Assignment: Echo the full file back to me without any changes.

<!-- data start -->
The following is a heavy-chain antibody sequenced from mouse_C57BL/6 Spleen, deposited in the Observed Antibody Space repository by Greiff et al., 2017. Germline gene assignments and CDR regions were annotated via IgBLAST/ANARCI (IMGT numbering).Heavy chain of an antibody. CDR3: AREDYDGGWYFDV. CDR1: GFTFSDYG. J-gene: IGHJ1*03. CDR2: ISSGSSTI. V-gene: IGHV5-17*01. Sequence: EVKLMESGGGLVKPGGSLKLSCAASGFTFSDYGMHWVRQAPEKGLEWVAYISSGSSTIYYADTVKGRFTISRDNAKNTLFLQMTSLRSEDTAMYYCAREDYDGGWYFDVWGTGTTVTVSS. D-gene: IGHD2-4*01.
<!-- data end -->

The following is a heavy-chain antibody sequenced from mouse_C57BL/6 Spleen, deposited in the Observed Antibody Space repository by Greiff et al., 2017. Germline gene assignments and CDR regions were annotated via IgBLAST/ANARCI (IMGT numbering).Heavy chain of an antibody. CDR3: AREDYDGGWYFDV. CDR1: GFTFSDYG. J-gene: IGHJ1*03. CDR2: ISSGSSTI. V-gene: IGHV5-17*01. Sequence: EVKLMESGGGLVKPGGSLKLSCAASGFTFSDYGMHWVRQAPEKGLEWVAYISSGSSTIYYADTVKGRFTISRDNAKNTLFLQMTSLRSEDTAMYYCAREDYDGGWYFDVWGTGTTVTVSS. D-gene: IGHD2-4*01.